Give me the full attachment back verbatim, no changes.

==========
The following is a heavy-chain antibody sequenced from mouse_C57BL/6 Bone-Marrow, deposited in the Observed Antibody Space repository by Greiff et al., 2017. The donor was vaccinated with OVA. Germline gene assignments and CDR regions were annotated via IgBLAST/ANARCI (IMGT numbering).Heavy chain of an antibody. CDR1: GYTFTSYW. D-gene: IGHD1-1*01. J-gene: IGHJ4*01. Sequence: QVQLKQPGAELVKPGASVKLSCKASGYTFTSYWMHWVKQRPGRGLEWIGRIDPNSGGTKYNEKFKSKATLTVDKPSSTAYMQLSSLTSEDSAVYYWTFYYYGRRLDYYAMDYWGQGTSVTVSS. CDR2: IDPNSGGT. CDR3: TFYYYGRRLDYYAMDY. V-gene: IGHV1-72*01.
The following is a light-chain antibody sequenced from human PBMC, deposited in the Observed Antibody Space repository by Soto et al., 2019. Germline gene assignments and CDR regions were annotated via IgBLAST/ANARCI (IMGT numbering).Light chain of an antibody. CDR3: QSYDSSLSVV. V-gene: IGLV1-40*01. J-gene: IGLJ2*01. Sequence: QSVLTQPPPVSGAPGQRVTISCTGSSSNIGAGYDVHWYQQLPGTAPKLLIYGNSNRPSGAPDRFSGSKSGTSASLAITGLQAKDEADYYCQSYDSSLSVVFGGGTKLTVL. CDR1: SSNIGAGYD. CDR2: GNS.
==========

The following is a heavy-chain antibody sequenced from mouse_C57BL/6 Bone-Marrow, deposited in the Observed Antibody Space repository by Greiff et al., 2017. The donor was vaccinated with OVA. Germline gene assignments and CDR regions were annotated via IgBLAST/ANARCI (IMGT numbering).Heavy chain of an antibody. CDR1: GYTFTSYW. D-gene: IGHD1-1*01. J-gene: IGHJ4*01. Sequence: QVQLKQPGAELVKPGASVKLSCKASGYTFTSYWMHWVKQRPGRGLEWIGRIDPNSGGTKYNEKFKSKATLTVDKPSSTAYMQLSSLTSEDSAVYYWTFYYYGRRLDYYAMDYWGQGTSVTVSS. CDR2: IDPNSGGT. CDR3: TFYYYGRRLDYYAMDY. V-gene: IGHV1-72*01.
The following is a light-chain antibody sequenced from human PBMC, deposited in the Observed Antibody Space repository by Soto et al., 2019. Germline gene assignments and CDR regions were annotated via IgBLAST/ANARCI (IMGT numbering).Light chain of an antibody. CDR3: QSYDSSLSVV. V-gene: IGLV1-40*01. J-gene: IGLJ2*01. Sequence: QSVLTQPPPVSGAPGQRVTISCTGSSSNIGAGYDVHWYQQLPGTAPKLLIYGNSNRPSGAPDRFSGSKSGTSASLAITGLQAKDEADYYCQSYDSSLSVVFGGGTKLTVL. CDR1: SSNIGAGYD. CDR2: GNS.